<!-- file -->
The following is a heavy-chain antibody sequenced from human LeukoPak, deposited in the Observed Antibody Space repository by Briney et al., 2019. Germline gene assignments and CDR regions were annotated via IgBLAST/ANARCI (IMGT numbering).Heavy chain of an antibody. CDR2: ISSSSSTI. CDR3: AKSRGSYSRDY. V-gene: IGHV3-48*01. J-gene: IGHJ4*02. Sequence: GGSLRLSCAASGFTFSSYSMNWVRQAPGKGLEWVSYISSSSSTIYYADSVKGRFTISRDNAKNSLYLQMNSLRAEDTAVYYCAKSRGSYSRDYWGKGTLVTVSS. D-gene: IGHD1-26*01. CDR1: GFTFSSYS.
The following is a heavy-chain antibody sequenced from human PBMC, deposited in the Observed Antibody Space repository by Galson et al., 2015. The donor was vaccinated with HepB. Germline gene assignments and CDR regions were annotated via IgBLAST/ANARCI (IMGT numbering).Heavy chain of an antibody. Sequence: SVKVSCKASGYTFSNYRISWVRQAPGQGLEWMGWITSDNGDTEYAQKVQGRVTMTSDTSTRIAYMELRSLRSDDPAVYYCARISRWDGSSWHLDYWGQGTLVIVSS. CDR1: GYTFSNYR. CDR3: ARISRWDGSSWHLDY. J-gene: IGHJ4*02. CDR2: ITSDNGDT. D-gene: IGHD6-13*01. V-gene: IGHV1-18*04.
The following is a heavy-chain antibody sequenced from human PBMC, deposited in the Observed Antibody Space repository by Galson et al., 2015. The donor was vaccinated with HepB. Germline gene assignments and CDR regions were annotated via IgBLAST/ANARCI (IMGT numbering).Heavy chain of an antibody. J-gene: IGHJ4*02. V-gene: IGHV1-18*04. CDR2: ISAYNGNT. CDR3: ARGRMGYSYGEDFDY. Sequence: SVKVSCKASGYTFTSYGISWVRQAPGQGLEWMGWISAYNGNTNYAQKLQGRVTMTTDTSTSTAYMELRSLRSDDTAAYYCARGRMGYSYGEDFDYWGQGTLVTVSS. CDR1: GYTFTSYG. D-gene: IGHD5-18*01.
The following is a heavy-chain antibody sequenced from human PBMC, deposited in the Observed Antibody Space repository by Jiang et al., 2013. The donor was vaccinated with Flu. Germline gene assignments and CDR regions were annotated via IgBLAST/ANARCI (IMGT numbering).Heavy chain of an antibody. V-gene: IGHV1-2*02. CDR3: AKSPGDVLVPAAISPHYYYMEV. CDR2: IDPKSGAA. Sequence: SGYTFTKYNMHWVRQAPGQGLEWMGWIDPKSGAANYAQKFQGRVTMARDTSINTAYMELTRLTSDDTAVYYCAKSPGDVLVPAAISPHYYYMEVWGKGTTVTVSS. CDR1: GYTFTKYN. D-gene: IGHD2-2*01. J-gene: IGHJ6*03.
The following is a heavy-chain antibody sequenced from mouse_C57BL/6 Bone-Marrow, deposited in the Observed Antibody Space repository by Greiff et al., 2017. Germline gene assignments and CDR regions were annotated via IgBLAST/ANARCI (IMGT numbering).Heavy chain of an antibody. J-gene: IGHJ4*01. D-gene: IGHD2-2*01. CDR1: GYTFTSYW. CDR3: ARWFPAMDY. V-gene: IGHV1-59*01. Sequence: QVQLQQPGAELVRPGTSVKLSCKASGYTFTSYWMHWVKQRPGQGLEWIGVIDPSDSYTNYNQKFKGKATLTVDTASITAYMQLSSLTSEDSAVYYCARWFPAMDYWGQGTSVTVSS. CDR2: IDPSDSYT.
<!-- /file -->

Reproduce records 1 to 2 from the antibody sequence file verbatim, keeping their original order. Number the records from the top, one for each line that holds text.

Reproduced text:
The following is a heavy-chain antibody sequenced from human LeukoPak, deposited in the Observed Antibody Space repository by Briney et al., 2019. Germline gene assignments and CDR regions were annotated via IgBLAST/ANARCI (IMGT numbering).Heavy chain of an antibody. CDR2: ISSSSSTI. CDR3: AKSRGSYSRDY. V-gene: IGHV3-48*01. J-gene: IGHJ4*02. Sequence: GGSLRLSCAASGFTFSSYSMNWVRQAPGKGLEWVSYISSSSSTIYYADSVKGRFTISRDNAKNSLYLQMNSLRAEDTAVYYCAKSRGSYSRDYWGKGTLVTVSS. D-gene: IGHD1-26*01. CDR1: GFTFSSYS.
The following is a heavy-chain antibody sequenced from human PBMC, deposited in the Observed Antibody Space repository by Galson et al., 2015. The donor was vaccinated with HepB. Germline gene assignments and CDR regions were annotated via IgBLAST/ANARCI (IMGT numbering).Heavy chain of an antibody. Sequence: SVKVSCKASGYTFSNYRISWVRQAPGQGLEWMGWITSDNGDTEYAQKVQGRVTMTSDTSTRIAYMELRSLRSDDPAVYYCARISRWDGSSWHLDYWGQGTLVIVSS. CDR1: GYTFSNYR. CDR3: ARISRWDGSSWHLDY. J-gene: IGHJ4*02. CDR2: ITSDNGDT. D-gene: IGHD6-13*01. V-gene: IGHV1-18*04.